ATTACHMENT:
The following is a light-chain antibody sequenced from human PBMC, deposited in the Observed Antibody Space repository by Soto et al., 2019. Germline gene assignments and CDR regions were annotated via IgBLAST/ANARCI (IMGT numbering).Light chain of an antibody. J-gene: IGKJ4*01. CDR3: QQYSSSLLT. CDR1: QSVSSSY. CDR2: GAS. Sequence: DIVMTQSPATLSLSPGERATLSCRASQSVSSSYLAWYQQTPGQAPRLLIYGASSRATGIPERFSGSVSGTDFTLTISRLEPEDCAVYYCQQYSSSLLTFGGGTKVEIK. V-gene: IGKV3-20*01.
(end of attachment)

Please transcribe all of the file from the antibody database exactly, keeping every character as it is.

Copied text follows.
The following is a light-chain antibody sequenced from human PBMC, deposited in the Observed Antibody Space repository by Soto et al., 2019. Germline gene assignments and CDR regions were annotated via IgBLAST/ANARCI (IMGT numbering).Light chain of an antibody. J-gene: IGKJ4*01. CDR3: QQYSSSLLT. CDR1: QSVSSSY. CDR2: GAS. Sequence: DIVMTQSPATLSLSPGERATLSCRASQSVSSSYLAWYQQTPGQAPRLLIYGASSRATGIPERFSGSVSGTDFTLTISRLEPEDCAVYYCQQYSSSLLTFGGGTKVEIK. V-gene: IGKV3-20*01.